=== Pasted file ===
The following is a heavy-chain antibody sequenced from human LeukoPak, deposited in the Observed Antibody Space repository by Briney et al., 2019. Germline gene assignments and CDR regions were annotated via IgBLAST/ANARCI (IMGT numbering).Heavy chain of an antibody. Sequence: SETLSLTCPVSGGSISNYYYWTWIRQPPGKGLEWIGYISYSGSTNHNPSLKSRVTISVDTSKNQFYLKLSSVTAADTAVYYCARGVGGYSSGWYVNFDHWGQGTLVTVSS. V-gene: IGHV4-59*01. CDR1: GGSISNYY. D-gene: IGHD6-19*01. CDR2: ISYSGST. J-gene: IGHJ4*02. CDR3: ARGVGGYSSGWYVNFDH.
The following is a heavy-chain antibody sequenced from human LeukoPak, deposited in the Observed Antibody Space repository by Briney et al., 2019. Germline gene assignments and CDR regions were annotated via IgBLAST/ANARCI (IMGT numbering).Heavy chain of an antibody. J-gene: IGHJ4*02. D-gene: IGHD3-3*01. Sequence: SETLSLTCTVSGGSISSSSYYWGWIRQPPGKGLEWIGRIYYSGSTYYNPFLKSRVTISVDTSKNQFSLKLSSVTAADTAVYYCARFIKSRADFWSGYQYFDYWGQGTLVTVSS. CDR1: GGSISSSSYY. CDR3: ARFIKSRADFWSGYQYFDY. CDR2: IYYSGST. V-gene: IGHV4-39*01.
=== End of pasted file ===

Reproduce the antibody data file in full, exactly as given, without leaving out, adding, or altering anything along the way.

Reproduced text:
The following is a heavy-chain antibody sequenced from human LeukoPak, deposited in the Observed Antibody Space repository by Briney et al., 2019. Germline gene assignments and CDR regions were annotated via IgBLAST/ANARCI (IMGT numbering).Heavy chain of an antibody. Sequence: SETLSLTCPVSGGSISNYYYWTWIRQPPGKGLEWIGYISYSGSTNHNPSLKSRVTISVDTSKNQFYLKLSSVTAADTAVYYCARGVGGYSSGWYVNFDHWGQGTLVTVSS. V-gene: IGHV4-59*01. CDR1: GGSISNYY. D-gene: IGHD6-19*01. CDR2: ISYSGST. J-gene: IGHJ4*02. CDR3: ARGVGGYSSGWYVNFDH.
The following is a heavy-chain antibody sequenced from human LeukoPak, deposited in the Observed Antibody Space repository by Briney et al., 2019. Germline gene assignments and CDR regions were annotated via IgBLAST/ANARCI (IMGT numbering).Heavy chain of an antibody. J-gene: IGHJ4*02. D-gene: IGHD3-3*01. Sequence: SETLSLTCTVSGGSISSSSYYWGWIRQPPGKGLEWIGRIYYSGSTYYNPFLKSRVTISVDTSKNQFSLKLSSVTAADTAVYYCARFIKSRADFWSGYQYFDYWGQGTLVTVSS. CDR1: GGSISSSSYY. CDR3: ARFIKSRADFWSGYQYFDY. CDR2: IYYSGST. V-gene: IGHV4-39*01.